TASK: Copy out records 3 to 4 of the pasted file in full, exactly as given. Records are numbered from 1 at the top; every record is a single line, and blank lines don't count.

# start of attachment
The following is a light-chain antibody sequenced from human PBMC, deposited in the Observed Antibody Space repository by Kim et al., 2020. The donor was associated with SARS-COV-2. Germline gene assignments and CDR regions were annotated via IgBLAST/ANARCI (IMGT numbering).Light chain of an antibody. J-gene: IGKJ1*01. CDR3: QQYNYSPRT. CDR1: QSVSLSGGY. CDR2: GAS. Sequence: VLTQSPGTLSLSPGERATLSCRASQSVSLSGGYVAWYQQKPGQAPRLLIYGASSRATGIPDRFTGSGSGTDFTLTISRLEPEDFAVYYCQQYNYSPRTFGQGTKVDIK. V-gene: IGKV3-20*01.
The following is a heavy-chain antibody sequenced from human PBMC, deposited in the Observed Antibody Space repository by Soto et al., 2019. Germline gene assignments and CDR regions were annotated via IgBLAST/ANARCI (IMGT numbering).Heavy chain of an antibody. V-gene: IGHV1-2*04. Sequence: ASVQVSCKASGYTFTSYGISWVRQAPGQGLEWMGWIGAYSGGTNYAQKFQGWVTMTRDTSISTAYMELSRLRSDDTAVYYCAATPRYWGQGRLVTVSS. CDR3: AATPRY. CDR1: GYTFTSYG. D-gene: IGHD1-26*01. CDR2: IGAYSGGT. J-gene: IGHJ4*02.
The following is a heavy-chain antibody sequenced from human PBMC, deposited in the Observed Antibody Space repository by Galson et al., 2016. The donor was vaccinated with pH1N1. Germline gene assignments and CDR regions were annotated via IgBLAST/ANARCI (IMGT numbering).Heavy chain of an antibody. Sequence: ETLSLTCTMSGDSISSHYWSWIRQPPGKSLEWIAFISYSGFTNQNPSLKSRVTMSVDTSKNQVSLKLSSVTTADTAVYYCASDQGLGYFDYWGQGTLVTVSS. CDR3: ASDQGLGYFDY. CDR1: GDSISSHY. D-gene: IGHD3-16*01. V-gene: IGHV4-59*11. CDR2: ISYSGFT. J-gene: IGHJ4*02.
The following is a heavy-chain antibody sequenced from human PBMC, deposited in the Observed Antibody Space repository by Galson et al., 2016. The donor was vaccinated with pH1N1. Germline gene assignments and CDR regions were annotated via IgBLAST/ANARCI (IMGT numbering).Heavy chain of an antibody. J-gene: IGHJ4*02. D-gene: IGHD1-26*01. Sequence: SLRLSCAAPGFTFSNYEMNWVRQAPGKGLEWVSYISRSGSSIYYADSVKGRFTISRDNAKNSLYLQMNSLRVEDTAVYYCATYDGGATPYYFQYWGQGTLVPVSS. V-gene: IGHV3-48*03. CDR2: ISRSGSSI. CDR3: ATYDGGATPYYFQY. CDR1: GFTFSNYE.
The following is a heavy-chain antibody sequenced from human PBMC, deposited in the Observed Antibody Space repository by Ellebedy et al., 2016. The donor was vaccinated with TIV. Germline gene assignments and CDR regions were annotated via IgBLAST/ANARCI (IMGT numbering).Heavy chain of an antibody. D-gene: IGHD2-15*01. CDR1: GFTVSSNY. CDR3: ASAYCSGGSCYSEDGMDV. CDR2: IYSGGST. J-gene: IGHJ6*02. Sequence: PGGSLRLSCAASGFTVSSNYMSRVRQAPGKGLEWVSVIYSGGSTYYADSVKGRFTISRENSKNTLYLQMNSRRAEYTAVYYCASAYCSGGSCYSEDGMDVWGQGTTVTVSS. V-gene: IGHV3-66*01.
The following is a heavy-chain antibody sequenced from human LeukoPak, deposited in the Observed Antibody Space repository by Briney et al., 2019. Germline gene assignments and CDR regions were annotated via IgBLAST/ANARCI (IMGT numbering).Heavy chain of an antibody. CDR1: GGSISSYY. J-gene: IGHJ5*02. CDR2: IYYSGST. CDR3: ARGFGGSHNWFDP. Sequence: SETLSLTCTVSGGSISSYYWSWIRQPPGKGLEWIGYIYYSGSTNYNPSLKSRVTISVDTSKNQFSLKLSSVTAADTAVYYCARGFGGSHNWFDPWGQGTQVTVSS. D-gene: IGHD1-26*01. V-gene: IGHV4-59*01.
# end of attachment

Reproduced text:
The following is a heavy-chain antibody sequenced from human PBMC, deposited in the Observed Antibody Space repository by Galson et al., 2016. The donor was vaccinated with pH1N1. Germline gene assignments and CDR regions were annotated via IgBLAST/ANARCI (IMGT numbering).Heavy chain of an antibody. Sequence: ETLSLTCTMSGDSISSHYWSWIRQPPGKSLEWIAFISYSGFTNQNPSLKSRVTMSVDTSKNQVSLKLSSVTTADTAVYYCASDQGLGYFDYWGQGTLVTVSS. CDR3: ASDQGLGYFDY. CDR1: GDSISSHY. D-gene: IGHD3-16*01. V-gene: IGHV4-59*11. CDR2: ISYSGFT. J-gene: IGHJ4*02.
The following is a heavy-chain antibody sequenced from human PBMC, deposited in the Observed Antibody Space repository by Galson et al., 2016. The donor was vaccinated with pH1N1. Germline gene assignments and CDR regions were annotated via IgBLAST/ANARCI (IMGT numbering).Heavy chain of an antibody. J-gene: IGHJ4*02. D-gene: IGHD1-26*01. Sequence: SLRLSCAAPGFTFSNYEMNWVRQAPGKGLEWVSYISRSGSSIYYADSVKGRFTISRDNAKNSLYLQMNSLRVEDTAVYYCATYDGGATPYYFQYWGQGTLVPVSS. V-gene: IGHV3-48*03. CDR2: ISRSGSSI. CDR3: ATYDGGATPYYFQY. CDR1: GFTFSNYE.